Fair price and ways to find a teletype

COURYHOUSE at aol.com COURYHOUSE at aol.com
Fri Oct 16 02:03:09 CDT 2015

the red apple  ref  book  had  a 5 level running off  game port or??? 
something as I remember....Ed#
In a message dated 10/15/2015 11:20:28 P.M. US Mountain Standard Tim,  
unclefalter at yahoo.ca writes:

Thanks  for this great explanation.  So would anyone doing computing back  
the early 70s have used a 5 level machine?

I saw this one on ebay  (or is it two?  Not sure what the deal is here)
It's probably  sacked:

-----Original  Message-----
From: cctalk [mailto:cctalk-bounces at classiccmp.org] On Behalf  Of Brent
Sent: Thursday, October 15, 2015 10:07 PM
To:  General Discussion: On-Topic and Off-Topic Posts  
<cctalk at classiccmp.org>
Subject: Re: Fair price and ways to find a  teletype

On 2015-Oct-15, at 6:25 PM, Brad wrote:
> Also  separate question to others:  I want to stay away from the  Baudot
machines, right?  (ie. Model 28, etc)

I'd say it largely  depends on what your interests or purposes are.
A brief overview of the  technology:

In the main, there were 3 generations of  teletypes:

Era             Common Model    Code
Speed       Common Interface        Mechanism
======            ============     ==========
=======    ===============         ============

1)    1930s-40s:         Model 15,19        5-level
~30-50 bps    60mA  current loop        Modified Typewriter  Cage

2)    1950s-60s:        Model  28        5-level
<=75 bps    60mA current  loop        Typebox

3)     1960s-70s:        Model 33         7/8-level/ASCII    110
bps        20mA  current loop        Type Cylinder

These are the  "page printers" that would type across and down sheet paper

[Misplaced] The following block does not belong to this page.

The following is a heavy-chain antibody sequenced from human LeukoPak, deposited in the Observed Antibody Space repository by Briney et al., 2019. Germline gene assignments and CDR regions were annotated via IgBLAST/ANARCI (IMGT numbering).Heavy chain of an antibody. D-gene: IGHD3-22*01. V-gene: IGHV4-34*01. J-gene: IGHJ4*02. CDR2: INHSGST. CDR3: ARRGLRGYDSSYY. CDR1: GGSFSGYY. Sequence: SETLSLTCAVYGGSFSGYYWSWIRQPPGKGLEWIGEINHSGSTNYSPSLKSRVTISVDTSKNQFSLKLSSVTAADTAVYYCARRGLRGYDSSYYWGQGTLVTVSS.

fed from a  roll.
There are other models, variations on the above. 
Not included  here are the tape printers, simpler mechanisms that printed in
one  dimension on a narrow paper tape, ala stock tickers.

The mechanism was  the overriding distinction between these generations as
speed and code  capability followed from the mechanism:

1) Modified  Typewriter Cage:    
Decoding bars select 1-of-30-odd symbol/type arms
arrayed in an arc, to  swing and hit the paper, just like a common

2) Typebox:
An ~ 1" by 2"  metal box holds typeface symbol pins
in two 4*8 matrices.
The box is shifted up/down and left/right to bring  a
symbol pin between  a hammer and the paper.

3) Type Cylinder:
A cylinder embossed with the typeface is  moved
up/down and rotated CW/CCW to select a symbol.

The 5-level  devices are commonly referred to as Baudot devices but this is
not strictly  correct as they generally use the ITA2/USTTY codes
(International  Telegraphy Alphabet No.2).

The speed of Model 28s (at least) was  determined by a selected gear-set.

5-level machines need code  conversion of course.

They all need current loop interfaces.

A  lot of old computer equipment will do 110 bps as the 33s were so
associated  with computers.

For working form modern equipment, the bit rates for  all of them are
potentially awkward.
When working on the 28s, which were  geared for 75 bps, I lucked out as I
found the USB-serial interface I was  using could do 75 bps
- not entirely surprising as 75 is a factor of 2 down  in the common
9600,1200,300 bps series. How many USB-serial interfaces are  capable of 
I have no idea. 
Regardless, the baud rates are slow  enough that bit-banging from a program
is not difficult, or an adjustable  RC oscillator to a UART should do.

No virus found in this  message.
Checked by AVG - www.avg.com
Version: 2015.0.6172 / Virus  Database: 4447/10805 - Release Date:  10/12/15

More information about the cctalk mailing list